IIT Madras Innovates: 3D-Printed Face Implants for Patients Battling Black Fungus

Researchers from Indian Institute of Technology Madras (IIT-M) have developed 3D-printed face implants for patients suffering from black fungus, also known as mucormycosis, which has been reported in Covid-19 patients as well as those with uncontrolled diabetes, HIV/AIDS and other medical conditions . The implants are based on metal 3D printing or additive manufacturing and are specifically designed to match the patient’s face .

What is black fungus and how does it affect the face?

Black fungus is a rare but serious fungal infection that invades the face tissues causing necrosis and disfigurement . It can affect the nose, eyes, sinuses, jaw and even the brain . One of the effects of this disease is the loss of facial features, which can have a profound impact on a patient’s mental and emotional well-being . In severe cases, patients may lose their nose, eyes, or even their entire face . In such cases, reconstruction is needed.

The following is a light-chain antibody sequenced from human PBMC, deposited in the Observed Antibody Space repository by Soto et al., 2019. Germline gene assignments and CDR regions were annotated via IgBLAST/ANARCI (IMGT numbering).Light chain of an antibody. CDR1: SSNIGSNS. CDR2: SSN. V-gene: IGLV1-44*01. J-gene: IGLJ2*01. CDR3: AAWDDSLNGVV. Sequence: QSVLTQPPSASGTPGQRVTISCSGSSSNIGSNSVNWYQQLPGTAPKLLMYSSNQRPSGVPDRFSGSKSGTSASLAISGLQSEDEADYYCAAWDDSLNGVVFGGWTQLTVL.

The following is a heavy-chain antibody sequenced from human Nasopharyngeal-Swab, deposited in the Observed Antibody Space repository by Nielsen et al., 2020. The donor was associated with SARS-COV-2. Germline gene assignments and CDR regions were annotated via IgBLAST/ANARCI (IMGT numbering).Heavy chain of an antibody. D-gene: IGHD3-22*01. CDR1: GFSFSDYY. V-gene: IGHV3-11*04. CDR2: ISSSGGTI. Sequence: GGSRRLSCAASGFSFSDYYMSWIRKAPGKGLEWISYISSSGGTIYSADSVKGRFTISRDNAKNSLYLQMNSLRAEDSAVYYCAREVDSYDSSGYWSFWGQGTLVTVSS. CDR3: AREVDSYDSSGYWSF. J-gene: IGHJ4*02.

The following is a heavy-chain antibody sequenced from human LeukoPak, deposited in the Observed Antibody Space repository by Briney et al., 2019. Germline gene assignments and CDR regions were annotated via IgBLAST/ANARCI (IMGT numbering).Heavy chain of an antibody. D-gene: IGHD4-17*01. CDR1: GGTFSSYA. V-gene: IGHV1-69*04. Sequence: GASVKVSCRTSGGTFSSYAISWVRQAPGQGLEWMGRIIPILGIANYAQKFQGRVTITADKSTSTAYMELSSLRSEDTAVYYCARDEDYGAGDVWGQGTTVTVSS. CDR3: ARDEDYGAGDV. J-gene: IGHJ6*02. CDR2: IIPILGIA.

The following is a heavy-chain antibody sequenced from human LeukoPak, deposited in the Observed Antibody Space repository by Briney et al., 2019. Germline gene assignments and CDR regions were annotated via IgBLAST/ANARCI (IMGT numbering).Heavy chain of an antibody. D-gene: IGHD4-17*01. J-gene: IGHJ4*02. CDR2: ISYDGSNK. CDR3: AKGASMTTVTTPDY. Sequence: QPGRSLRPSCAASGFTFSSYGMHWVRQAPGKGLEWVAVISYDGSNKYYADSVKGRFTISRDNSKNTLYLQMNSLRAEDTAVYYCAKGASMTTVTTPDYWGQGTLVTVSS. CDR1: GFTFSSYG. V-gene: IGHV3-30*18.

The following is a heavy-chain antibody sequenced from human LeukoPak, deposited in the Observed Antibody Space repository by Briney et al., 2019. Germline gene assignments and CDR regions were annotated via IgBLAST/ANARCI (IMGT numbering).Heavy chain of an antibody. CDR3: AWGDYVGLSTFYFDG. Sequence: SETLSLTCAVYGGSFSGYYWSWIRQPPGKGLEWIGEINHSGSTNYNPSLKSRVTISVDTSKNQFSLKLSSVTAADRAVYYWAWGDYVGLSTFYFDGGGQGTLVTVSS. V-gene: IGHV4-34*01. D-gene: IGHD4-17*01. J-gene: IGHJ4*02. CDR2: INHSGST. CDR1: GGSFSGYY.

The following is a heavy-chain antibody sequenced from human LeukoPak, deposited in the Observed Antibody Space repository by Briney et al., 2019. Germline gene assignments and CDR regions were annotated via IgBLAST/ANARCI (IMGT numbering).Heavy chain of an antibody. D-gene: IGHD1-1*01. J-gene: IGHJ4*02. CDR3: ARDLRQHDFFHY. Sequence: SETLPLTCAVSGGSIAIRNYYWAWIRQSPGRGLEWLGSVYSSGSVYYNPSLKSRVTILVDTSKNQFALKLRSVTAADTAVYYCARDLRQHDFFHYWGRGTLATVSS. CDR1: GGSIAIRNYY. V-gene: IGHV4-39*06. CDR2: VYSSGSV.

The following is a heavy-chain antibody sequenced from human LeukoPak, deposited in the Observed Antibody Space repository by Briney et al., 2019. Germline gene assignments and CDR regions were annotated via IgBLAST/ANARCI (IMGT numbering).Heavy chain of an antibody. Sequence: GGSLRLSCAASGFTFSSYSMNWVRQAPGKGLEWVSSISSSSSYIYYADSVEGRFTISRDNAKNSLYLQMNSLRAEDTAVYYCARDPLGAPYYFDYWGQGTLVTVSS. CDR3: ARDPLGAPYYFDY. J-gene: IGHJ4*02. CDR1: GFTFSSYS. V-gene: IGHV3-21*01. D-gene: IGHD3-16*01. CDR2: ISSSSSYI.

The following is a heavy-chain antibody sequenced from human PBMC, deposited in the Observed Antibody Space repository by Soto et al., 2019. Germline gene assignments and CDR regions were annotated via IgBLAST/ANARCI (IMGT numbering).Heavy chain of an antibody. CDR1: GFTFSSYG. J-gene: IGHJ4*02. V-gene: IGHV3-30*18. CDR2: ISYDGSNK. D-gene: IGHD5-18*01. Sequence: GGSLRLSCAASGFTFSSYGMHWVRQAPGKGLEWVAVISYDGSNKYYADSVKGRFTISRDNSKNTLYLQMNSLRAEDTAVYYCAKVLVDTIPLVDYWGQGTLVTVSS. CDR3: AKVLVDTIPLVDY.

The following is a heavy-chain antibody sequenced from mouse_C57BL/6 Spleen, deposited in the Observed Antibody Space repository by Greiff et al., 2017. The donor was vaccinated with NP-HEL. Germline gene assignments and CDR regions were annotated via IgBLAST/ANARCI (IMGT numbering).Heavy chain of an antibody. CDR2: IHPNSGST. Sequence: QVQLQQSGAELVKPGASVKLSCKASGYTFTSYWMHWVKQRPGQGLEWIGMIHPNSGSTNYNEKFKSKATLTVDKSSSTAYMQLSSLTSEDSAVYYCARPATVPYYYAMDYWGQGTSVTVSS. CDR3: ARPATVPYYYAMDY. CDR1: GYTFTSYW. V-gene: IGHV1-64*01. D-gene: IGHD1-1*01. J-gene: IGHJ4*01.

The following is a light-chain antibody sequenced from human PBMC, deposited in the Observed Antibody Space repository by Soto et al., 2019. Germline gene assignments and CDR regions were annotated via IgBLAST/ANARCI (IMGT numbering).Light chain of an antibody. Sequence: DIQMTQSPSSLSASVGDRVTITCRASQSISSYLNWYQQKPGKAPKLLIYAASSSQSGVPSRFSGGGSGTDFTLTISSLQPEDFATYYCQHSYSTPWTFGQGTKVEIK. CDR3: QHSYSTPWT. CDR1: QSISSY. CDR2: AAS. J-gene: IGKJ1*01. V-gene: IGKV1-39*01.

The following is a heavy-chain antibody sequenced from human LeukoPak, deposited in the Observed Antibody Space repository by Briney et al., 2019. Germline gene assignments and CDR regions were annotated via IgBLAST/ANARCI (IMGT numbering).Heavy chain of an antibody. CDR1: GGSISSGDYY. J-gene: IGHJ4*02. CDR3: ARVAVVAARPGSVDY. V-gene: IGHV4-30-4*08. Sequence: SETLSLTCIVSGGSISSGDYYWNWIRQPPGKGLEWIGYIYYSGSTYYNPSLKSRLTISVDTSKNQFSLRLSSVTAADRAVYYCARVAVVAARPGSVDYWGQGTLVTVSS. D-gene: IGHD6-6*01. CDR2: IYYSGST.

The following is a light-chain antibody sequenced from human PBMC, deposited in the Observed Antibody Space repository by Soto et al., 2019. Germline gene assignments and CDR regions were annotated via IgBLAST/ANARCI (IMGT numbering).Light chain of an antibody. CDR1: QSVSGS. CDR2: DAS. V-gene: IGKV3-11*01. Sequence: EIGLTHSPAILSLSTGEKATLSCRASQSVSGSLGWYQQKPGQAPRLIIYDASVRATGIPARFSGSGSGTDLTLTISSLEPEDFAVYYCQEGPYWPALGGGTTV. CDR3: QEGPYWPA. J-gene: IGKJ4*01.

How are the 3D-printed face implants made and used?

Using unique in-house algorithms, a patient’s MRI/CT data is converted to a printable CAD format and custom implants are printed from medical-grade titanium using an indigenously built laser powder bed facility inside IIT-M . The implants are made of titanium alloy, which is commonly used for reconstructive procedures . The researchers then identify patients who cannot afford costly imported implants and give them the new 3D-printed ones free of cost under the initiative named #Right2Face . ZorioX Innovation Labs, a startup founded by dental surgeons in Chennai, partners with IIT-M to implement this initiative and takes part in the surgical procedures .

Why is this innovation important and beneficial?

The 3D-printed face implants are a revolutionary technology that aims to offer tailored solutions, customizing implants for individual patients . The implants are able to restore the facial features and functions of the patients, giving them back their smiles and confidence . The initiative also helps the patients from economically weaker sections who otherwise would not be able to access such advanced treatments . The researchers said that around 50 implants have already been done on patients so far . The institute said it is among the first to print such implants for black fungus patients specifically .

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